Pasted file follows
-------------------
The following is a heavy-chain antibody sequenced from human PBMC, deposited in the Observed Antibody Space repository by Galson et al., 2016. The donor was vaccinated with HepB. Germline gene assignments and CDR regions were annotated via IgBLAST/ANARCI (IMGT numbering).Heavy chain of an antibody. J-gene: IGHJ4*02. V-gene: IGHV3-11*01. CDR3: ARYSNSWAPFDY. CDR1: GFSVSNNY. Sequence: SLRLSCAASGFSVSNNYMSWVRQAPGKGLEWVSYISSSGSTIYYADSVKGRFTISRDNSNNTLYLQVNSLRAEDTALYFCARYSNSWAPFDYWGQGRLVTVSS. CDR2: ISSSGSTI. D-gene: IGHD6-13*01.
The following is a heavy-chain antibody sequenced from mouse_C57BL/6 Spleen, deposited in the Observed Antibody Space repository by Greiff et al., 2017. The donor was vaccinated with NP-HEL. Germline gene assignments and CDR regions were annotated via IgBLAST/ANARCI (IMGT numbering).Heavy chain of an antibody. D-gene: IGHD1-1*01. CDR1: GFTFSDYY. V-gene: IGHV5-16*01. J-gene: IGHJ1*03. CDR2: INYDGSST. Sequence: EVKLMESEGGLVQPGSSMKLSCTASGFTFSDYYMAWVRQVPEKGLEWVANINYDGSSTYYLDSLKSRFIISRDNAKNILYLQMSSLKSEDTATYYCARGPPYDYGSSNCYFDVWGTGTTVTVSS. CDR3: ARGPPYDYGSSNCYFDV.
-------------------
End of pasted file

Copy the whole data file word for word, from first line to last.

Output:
The following is a heavy-chain antibody sequenced from human PBMC, deposited in the Observed Antibody Space repository by Galson et al., 2016. The donor was vaccinated with HepB. Germline gene assignments and CDR regions were annotated via IgBLAST/ANARCI (IMGT numbering).Heavy chain of an antibody. J-gene: IGHJ4*02. V-gene: IGHV3-11*01. CDR3: ARYSNSWAPFDY. CDR1: GFSVSNNY. Sequence: SLRLSCAASGFSVSNNYMSWVRQAPGKGLEWVSYISSSGSTIYYADSVKGRFTISRDNSNNTLYLQVNSLRAEDTALYFCARYSNSWAPFDYWGQGRLVTVSS. CDR2: ISSSGSTI. D-gene: IGHD6-13*01.
The following is a heavy-chain antibody sequenced from mouse_C57BL/6 Spleen, deposited in the Observed Antibody Space repository by Greiff et al., 2017. The donor was vaccinated with NP-HEL. Germline gene assignments and CDR regions were annotated via IgBLAST/ANARCI (IMGT numbering).Heavy chain of an antibody. D-gene: IGHD1-1*01. CDR1: GFTFSDYY. V-gene: IGHV5-16*01. J-gene: IGHJ1*03. CDR2: INYDGSST. Sequence: EVKLMESEGGLVQPGSSMKLSCTASGFTFSDYYMAWVRQVPEKGLEWVANINYDGSSTYYLDSLKSRFIISRDNAKNILYLQMSSLKSEDTATYYCARGPPYDYGSSNCYFDVWGTGTTVTVSS. CDR3: ARGPPYDYGSSNCYFDV.